This clinical syndrome of oedema and hypoalbuminaemia coupled with heavy proteinuria and associated dyslipidaemia is caused by a number of renal pathologies including minimal change nephropathy, focal segmental glomer-ular sclerosis, membranous nephropathy and mesangial proliferative glo-merulonephritis. Minimal change disease often responds well to corticoste-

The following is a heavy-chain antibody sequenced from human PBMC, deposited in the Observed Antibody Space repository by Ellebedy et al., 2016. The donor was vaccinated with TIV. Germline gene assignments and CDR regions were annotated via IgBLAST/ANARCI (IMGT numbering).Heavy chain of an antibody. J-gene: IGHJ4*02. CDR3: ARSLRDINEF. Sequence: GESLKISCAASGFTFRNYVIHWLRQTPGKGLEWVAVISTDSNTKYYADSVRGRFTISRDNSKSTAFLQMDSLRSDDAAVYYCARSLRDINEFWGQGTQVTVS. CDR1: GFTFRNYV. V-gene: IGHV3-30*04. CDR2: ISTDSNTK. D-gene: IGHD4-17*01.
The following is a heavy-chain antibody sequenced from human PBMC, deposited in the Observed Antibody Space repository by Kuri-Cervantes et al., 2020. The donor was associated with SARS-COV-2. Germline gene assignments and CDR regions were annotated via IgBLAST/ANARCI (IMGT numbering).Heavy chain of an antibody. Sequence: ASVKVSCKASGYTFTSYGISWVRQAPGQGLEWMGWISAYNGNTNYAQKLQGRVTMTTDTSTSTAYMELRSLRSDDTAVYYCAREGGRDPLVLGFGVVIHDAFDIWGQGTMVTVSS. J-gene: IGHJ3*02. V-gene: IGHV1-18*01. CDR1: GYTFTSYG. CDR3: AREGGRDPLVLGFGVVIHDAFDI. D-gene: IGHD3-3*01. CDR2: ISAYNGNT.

roid with or without cyclophosphamide, but ciclosporin is also effective and can be used in cases where a remission can only be maintained with unacceptable levels of steroid treatment or where relapses are frequent (Niaudet 1994; Bargman 1999). Combination treatment using ciclosporin and corticosteroids can be of value in focal segmental glomerulonephritis (Cattran et al. 1999). There are few data on the role of ciclosporin in treating nephrotic syndrome of other causes (Muirhead 1999).
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